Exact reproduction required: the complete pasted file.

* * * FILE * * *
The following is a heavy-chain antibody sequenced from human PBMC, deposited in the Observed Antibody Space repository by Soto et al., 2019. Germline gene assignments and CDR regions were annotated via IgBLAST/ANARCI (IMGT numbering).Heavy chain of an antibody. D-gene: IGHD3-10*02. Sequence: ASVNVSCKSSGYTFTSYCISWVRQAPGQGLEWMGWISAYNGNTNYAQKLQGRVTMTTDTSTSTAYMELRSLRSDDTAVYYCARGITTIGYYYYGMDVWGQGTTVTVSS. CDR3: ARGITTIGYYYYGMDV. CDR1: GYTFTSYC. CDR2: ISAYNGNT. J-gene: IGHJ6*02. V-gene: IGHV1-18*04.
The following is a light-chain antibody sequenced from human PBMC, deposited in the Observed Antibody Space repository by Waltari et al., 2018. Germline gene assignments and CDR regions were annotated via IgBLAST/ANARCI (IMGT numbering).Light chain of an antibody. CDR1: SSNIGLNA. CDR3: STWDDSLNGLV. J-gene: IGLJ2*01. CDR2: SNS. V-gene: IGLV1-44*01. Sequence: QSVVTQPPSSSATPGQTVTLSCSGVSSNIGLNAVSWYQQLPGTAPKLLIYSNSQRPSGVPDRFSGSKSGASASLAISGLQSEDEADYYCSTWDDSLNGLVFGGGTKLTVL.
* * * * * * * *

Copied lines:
The following is a heavy-chain antibody sequenced from human PBMC, deposited in the Observed Antibody Space repository by Soto et al., 2019. Germline gene assignments and CDR regions were annotated via IgBLAST/ANARCI (IMGT numbering).Heavy chain of an antibody. D-gene: IGHD3-10*02. Sequence: ASVNVSCKSSGYTFTSYCISWVRQAPGQGLEWMGWISAYNGNTNYAQKLQGRVTMTTDTSTSTAYMELRSLRSDDTAVYYCARGITTIGYYYYGMDVWGQGTTVTVSS. CDR3: ARGITTIGYYYYGMDV. CDR1: GYTFTSYC. CDR2: ISAYNGNT. J-gene: IGHJ6*02. V-gene: IGHV1-18*04.
The following is a light-chain antibody sequenced from human PBMC, deposited in the Observed Antibody Space repository by Waltari et al., 2018. Germline gene assignments and CDR regions were annotated via IgBLAST/ANARCI (IMGT numbering).Light chain of an antibody. CDR1: SSNIGLNA. CDR3: STWDDSLNGLV. J-gene: IGLJ2*01. CDR2: SNS. V-gene: IGLV1-44*01. Sequence: QSVVTQPPSSSATPGQTVTLSCSGVSSNIGLNAVSWYQQLPGTAPKLLIYSNSQRPSGVPDRFSGSKSGASASLAISGLQSEDEADYYCSTWDDSLNGLVFGGGTKLTVL.